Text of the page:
The American Association for the Advancement of Science (AAAS) has selected a senior scientist at The Pirbright Institute as a 2017-2018 AAAS Alan I. Leshner Leadership Institute Public Engagement Fellow.
Dr Anthony Wilson, Group Leader for Integrative Entomology (the study of insects) at Pirbright, was chosen from a large number of international applicants together with 14 other infectious disease researchers from prestigious scientific research institutes around the world. In selecting the new Public Engagement Fellows, the AAAS said they had demonstrated, “…leadership and excellence in their research careers and interest in promoting meaningful dialogue between science and society”.
The objective of the programme is to equip leading scientists with the knowledge, skills and connections to engage more effectively with the public about the relevance and importance of their science. It also aims to help them build capacity within their own institutions and encourage more of their colleagues to support engagement activities.
In June 2017 Dr Wilson will travel to Washington DC, to join the other AAAS Public Engagement Fellows for a week of public engagement and science communication training at the Association’s headquarters, where they will also be developing public engagement planning and networking skills. AAAS staff will provide ongoing support and continuing professional development throughout the rest of their fellowship year.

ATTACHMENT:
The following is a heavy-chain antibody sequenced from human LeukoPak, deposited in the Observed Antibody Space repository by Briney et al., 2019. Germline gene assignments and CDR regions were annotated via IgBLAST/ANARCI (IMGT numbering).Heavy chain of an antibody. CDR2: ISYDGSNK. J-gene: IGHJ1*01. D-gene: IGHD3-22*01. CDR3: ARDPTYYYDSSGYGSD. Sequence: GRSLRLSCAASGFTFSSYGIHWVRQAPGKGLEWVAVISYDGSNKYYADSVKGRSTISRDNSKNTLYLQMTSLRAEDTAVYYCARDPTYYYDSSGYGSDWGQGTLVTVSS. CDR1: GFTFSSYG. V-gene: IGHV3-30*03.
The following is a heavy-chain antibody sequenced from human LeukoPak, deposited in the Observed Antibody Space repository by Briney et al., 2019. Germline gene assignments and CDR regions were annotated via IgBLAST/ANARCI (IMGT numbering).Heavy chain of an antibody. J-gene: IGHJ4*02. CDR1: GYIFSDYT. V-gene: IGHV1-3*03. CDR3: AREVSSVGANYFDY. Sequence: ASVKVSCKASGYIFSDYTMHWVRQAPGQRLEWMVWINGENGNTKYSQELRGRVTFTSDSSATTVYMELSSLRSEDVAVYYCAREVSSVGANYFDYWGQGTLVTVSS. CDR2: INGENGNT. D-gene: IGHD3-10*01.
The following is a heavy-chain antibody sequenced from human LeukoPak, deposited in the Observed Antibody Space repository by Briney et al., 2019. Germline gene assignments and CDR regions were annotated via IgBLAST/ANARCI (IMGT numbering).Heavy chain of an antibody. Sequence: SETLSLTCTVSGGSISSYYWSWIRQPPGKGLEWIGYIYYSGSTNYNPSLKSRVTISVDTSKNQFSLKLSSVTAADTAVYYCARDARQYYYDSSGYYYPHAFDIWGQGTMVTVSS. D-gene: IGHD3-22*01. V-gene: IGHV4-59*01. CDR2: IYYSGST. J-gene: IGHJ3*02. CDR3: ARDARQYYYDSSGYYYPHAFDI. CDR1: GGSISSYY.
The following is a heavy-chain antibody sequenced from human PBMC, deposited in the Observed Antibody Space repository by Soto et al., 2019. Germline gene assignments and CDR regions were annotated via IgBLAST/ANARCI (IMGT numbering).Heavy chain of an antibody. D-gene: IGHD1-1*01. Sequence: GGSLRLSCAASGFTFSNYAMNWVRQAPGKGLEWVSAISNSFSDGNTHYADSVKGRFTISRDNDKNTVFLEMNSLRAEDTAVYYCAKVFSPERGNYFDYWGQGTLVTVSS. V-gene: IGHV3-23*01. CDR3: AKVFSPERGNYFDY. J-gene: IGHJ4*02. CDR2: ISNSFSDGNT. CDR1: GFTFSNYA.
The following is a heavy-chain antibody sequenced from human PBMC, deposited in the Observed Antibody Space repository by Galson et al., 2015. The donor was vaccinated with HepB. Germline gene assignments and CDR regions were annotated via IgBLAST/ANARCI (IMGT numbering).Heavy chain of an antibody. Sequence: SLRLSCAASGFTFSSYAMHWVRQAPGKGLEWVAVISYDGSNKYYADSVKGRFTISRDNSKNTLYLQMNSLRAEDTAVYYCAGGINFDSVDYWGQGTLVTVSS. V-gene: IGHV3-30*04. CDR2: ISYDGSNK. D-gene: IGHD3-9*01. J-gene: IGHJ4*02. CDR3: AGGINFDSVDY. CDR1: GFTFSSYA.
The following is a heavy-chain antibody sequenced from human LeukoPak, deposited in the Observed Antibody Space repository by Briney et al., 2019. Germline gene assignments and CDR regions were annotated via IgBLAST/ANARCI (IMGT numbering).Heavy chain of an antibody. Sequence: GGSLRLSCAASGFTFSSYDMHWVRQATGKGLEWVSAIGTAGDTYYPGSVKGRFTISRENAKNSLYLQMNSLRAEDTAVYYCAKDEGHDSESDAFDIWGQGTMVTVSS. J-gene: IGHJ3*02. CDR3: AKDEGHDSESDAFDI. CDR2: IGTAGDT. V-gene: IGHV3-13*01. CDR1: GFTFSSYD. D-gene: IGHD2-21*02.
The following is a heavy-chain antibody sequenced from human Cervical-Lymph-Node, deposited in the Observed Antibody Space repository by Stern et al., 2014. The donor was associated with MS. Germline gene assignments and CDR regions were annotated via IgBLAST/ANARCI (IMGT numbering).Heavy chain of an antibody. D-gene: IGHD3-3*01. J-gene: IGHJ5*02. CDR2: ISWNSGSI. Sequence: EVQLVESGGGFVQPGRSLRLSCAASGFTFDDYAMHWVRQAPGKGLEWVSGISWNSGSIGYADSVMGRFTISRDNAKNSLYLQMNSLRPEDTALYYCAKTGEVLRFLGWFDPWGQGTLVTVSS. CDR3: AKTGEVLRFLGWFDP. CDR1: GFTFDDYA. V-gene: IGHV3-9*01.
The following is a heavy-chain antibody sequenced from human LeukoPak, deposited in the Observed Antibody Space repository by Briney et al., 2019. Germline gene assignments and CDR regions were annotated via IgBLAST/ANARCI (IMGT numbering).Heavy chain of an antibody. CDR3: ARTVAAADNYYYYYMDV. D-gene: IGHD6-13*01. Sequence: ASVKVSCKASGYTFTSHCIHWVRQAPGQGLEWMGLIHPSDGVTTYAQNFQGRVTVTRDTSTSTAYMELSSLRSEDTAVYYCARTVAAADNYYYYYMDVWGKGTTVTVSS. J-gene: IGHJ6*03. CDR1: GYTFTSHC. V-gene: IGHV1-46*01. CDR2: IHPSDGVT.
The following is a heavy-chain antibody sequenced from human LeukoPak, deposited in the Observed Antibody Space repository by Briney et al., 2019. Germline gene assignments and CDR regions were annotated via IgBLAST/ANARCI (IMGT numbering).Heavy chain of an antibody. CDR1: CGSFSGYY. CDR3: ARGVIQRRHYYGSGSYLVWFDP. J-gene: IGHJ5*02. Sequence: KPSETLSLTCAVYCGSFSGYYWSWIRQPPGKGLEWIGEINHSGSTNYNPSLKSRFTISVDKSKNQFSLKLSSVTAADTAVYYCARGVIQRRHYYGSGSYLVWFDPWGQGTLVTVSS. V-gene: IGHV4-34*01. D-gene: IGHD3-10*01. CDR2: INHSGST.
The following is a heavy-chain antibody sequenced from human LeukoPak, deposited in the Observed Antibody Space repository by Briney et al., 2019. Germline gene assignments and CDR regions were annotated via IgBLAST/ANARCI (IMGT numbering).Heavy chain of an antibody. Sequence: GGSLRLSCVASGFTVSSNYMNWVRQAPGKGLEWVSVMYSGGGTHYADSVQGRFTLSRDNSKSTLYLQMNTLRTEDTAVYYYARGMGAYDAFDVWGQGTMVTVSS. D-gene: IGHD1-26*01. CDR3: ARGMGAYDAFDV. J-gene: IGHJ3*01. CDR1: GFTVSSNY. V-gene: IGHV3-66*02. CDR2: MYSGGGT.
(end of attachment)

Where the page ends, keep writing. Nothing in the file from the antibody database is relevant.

Dr Wilson said: “This is an exciting opportunity and a great honour, and I am very pleased to have been chosen. As a biologist who has spent over a decade studying the role of insects in transmitting disease and communicating developments in this area to the public, I believe that two-way dialogue about new technologies and approaches is essential in finding a way to use them that is acceptable to our communities.
“The current level of interest in diseases like Zika and chikungunya, (and the risk to the UK from bluetongue virus), is an unprecedented opportunity to learn about the reasoning behind public attitudes to issues such as vaccination, environmental change and the use of genetically modified (GM) insects for disease control.
“I believe the training and support I will receive through this fellowship will help me develop better ways of facilitating that debate and enabling those of all opinions to engage with researchers, policy-makers and industry in a constructive way about these crucial global issues”.
This is the second cohort of researchers selected to support public engagement with science since the launch of the Alan I. Leshner Leadership Institute in 2016. Each year the programme has a theme which is reflected in the specialism of the researchers chosen. This year’s theme was infectious disease.